As machines go, the human body is an extraordinarily efficient one. The way we move—our arm swing, cadence, step length—is all calibrated to minimize energy consumption, allowing the body to get the maximum mileage out of calories it consumes. But in the burgeoning field of soft robotics, scientists have struggled to…
We’ve seen exoskeletons before, but nothing quite like this one. The new brace, developed by Spanish researchers, will help children with spinal muscular atrophy.
The world’s largest orthopedics event is happening right now in Leipzig, Germany. From prosthetic legs that enable people to run faster to exoskeletons that can make the disabled walk again, OT World 2016 is showcasing some of the most futuristic inventions you’ve ever seen. They’re also creepy as hell.
Here’s the Phoenix exoskeleton, a 27-pound wearable robot that could help everyone from disabled vets to kids learn how to ditch their wheelchairs and walk again on their own two feet. It costs $40,000.
The four-day International Robot Exhibition just wrapped up in Japan over the weekend, and the wild machines introduced in Tokyo, one of the world’s biggest robot hubs, did not disappoint. The show attracted 450 companies and 5,000 non-robotic humans. Here’s a look at some of coolest from the show floor.
Twenty-five-year-old James Young, a passionate gamer, tragically lost his arm in an accident. Now one of the biggest video game companies around is working with roboticists and engineers to make James an amazing new limb inspired by one of his favorite series, and one of the greatest game franchises of all time.
When I say “airport,” what do you think of? Pat-downs, overpriced Coors Light, screaming kids, broken sanity? In the near future, however, you could start associating air travel with robots: Airport halls may soon be filled with scuttling, helpful machines that’ll make flying less of a nightmare, and it’s starting at…
The Army’s latest supersolider innovation is inspired by the movie Aliens. And yes, the mechatronic arm exoskeleton is about as apocalyptic as it sounds. The arm-mounted device is literally a robot that lets soldiers shoot guns better.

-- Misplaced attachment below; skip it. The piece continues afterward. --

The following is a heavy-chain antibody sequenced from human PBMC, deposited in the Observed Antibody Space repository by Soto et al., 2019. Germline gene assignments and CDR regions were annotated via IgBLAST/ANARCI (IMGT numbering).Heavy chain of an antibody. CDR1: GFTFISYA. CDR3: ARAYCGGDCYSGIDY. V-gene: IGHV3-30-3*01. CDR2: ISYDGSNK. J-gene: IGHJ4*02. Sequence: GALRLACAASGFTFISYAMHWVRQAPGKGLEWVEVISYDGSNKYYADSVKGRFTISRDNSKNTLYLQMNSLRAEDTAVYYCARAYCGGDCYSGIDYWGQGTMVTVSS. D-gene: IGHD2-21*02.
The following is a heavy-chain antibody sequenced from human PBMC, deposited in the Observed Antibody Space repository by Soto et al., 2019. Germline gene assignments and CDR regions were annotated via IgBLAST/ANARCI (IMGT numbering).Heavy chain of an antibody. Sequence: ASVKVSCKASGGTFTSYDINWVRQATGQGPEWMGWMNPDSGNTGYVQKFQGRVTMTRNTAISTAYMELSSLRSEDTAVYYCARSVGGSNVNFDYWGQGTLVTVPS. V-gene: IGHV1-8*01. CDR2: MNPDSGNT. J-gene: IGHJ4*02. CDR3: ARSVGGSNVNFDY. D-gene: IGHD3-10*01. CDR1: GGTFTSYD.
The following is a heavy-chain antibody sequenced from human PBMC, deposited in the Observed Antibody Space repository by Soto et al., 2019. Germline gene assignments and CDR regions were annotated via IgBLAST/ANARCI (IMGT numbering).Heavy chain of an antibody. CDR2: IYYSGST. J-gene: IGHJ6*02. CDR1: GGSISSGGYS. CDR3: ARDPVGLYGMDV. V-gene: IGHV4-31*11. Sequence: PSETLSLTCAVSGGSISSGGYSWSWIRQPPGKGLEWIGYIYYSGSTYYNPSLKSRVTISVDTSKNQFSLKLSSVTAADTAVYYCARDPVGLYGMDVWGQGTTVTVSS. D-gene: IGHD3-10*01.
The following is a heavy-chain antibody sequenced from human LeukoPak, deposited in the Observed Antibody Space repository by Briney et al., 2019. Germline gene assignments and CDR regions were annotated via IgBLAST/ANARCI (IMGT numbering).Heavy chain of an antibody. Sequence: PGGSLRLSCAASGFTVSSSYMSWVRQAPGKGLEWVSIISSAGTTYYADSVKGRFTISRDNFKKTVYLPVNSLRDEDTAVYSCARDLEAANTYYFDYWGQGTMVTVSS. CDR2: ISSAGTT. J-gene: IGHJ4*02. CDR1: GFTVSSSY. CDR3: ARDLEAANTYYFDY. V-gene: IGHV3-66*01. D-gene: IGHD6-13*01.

Folks in manufacturing jobs are subject to labor that can literally be back-breaking. But this exoskeleton prototype—one of the first designed specifically for industrial work—could make objects with exhausting heaviness feel up to 10 times lighter.
Artificial limbs have restored powers like standing and walking for those who have lost legs. But not sensation—patients couldn’t feel the ground beneath them. Until now.
Gundam is a scifi anime where humans battle each other in “mobile suits,” which are basically combat vehicles that look like people instead of tanks. It’s one of the pop culture fantasy worlds that set the stage for today’s exoskeletons: wearable machines that grant you superhuman powers.
You know that box of old LEGO blocks under your childhood bed? (Or your current bed.) Now's the time to surrender at least a handful of them for the greater good of humanity. In this case, the greater good involves helping Milan Sekiz build a full-body exoskeleton out of LEGO.
Sitting won't kill you. It's actually great, and important! And for some people, like assembly line workers, not having a chair to sit in can actually pose a health hazard. That's why Noonee developed the Chairless Chair, a chair you can wear.
At some point in your nerdy childhood, you surely imagined what it would be like to build an entire exoskeleton out of Lego. How much fun would that be to have a Lego creation you could actually climb inside and drive around?! Well, award-winning Lego enthusiast Diavo Voltaggio is well on his way to that bright future.
The US Army is working on a real-life Iron Man suit, and the first prototypes are coming later this week. But yesterday I got a sneak preview of one of the many clever components. It's not a rocket launcher or a bulletproof shield, but it does a very, very important job: Keeping Iron Man's head up.
Italian engineers have developed a wearable robot that allows operators to to lift up to 110 pounds (50kg) in each extended hand.
In 1965 the American military approached Walt Disney for a very special project. They wanted Disney engineers to build them an exoskeleton—basically a real-life Iron Man suit.
Any day is a good when the government's most futuristic R&D lab starts cavorting around Twitter with Scientology superstars. And this is one of those days.